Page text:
How to Sell Your Home in a Short Sale

Home short saleIf you want to know what a short sale experience is really like, just ask Erin. In 2005, Erin and her husband, then newly married, purchased their first home, in Sacramento, Calif., for $350,000. Just three years later, her husband's commodities business was in decline and their financial situation soured to the point where they couldn't keep up with their monthly payments.

The couple considered renegotiating the terms of their loan with their bank, which might have extended the life of their loan for 10 additional years. But considering that their home lost half of its value, the prospect of spending the next 40 years to pay off their mortgage seemed less than desirable. That's when they entertained a short sale.

"I've always considered myself to be an honest and forthright person, and there is no doubt that in making the decision to short sell I was, in fact, breaking my word and a promise I made to the bank to pay off their loan in its entirely," said Erin. "But when I step back and look at the big picture -- at the banking industry, all of the broken promises it has made to homeowners like myself who were manipulated into truly lopsided loans, and the reality of my financial situation -- it was clear that the short sale was our best and most viable option."

Stories like Erin's are certainly not rare. A short sale occurs when a homeowner in poor financial shape sells a home for less than the amount due on the mortgage, with all the proceeds going to the lender. They offer an appealing alternative to foreclosures, but that doesn't mean that it's an easier process to endure. Here's an overview of what a homeowner should do when considering selling in a short sale.

1. Talk to people

After enduring a financial hardship and finding out that your home is underwater, your first steps should be to talk to three key parties: a CPA, a real estate attorney and a qualified real estate agent.

"Each state has its own laws regarding the lender's ability to come after the borrower for a deficiency after the sale or foreclosure, so it is highly recommended that homeowners discuss their situation with all three of these people," says Bob Hertzog, a real estate broker with Summit Home Consultants in Phoenix. He adds that in some cases, it might be better to just go with a foreclosure or bankruptcy filing. Consulting with these three parties will help you to confidently go forward with the short sale, or to learn early on whether or not you should go another route altogether.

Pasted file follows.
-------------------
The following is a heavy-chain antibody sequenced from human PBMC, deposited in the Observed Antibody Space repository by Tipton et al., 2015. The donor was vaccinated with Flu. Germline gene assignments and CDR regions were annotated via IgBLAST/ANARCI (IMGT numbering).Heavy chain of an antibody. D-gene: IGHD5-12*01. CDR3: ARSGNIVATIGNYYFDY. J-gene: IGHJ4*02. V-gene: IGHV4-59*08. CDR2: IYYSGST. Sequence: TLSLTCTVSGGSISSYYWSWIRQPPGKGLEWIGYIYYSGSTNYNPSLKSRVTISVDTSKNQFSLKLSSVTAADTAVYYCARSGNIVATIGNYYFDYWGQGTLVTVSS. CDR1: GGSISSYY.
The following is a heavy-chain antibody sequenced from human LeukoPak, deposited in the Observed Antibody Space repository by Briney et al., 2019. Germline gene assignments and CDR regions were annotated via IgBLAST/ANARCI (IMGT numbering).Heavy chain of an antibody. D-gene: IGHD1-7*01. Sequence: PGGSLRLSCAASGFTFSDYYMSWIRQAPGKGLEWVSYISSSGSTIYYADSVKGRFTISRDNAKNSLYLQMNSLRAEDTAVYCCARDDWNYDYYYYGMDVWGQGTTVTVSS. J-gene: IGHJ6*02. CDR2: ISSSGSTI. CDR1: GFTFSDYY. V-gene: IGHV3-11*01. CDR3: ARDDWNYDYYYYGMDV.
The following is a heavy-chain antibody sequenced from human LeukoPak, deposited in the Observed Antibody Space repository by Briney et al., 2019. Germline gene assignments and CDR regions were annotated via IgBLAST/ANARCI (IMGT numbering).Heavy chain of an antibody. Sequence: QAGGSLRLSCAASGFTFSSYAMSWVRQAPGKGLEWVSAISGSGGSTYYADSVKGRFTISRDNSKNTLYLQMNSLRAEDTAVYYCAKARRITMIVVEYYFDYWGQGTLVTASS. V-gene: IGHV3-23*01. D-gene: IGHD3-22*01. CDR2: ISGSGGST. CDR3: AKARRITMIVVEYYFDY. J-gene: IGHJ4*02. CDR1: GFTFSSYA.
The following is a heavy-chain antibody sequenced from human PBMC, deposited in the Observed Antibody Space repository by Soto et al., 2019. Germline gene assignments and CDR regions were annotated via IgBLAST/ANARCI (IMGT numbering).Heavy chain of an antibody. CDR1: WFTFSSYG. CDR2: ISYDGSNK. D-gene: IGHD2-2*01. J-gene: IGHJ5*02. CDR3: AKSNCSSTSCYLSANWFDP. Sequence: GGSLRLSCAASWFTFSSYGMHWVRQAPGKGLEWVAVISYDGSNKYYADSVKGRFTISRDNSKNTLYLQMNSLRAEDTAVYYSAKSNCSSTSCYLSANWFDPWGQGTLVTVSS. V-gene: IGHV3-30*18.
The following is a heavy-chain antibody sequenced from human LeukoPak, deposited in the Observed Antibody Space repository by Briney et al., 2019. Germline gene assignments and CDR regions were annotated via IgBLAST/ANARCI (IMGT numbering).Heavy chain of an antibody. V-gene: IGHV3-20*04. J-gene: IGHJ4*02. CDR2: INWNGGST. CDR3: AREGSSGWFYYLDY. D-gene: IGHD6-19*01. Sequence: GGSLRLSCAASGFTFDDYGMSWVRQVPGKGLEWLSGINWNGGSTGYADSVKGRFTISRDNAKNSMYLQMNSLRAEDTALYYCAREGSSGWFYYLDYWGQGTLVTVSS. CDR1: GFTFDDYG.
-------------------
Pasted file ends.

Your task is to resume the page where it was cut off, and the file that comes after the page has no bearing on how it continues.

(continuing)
2. Find the right agent

If your discussions lead to a decision that a short sale is the way to go, it's time to choose the best real estate agent available. While many agents will tout themselves as short-sale experts and tag on fancy titles and certifications to their names, many times these are nothing more than titles granted after completion of a course. If you want to use titles as guidelines, keep an eye out for Certified Distressed Property Experts (CDPE) or National Association of Realtors Short Sale Specialists.

Beyond titles and organization names, it's important to ask questions like, "How many short sale listings do you currently have? How many short-sale listings have you lost to foreclosure? Can I have the names and phone numbers of your last five short-sale listing clients?" "The short-sale process lives and dies with the listing agent," says John Makarewicz, a real estate agent in Atlanta who specializes in short sales. Also, be wary of scammers who offer things that sound too good to be true.

3. Find the true value of your home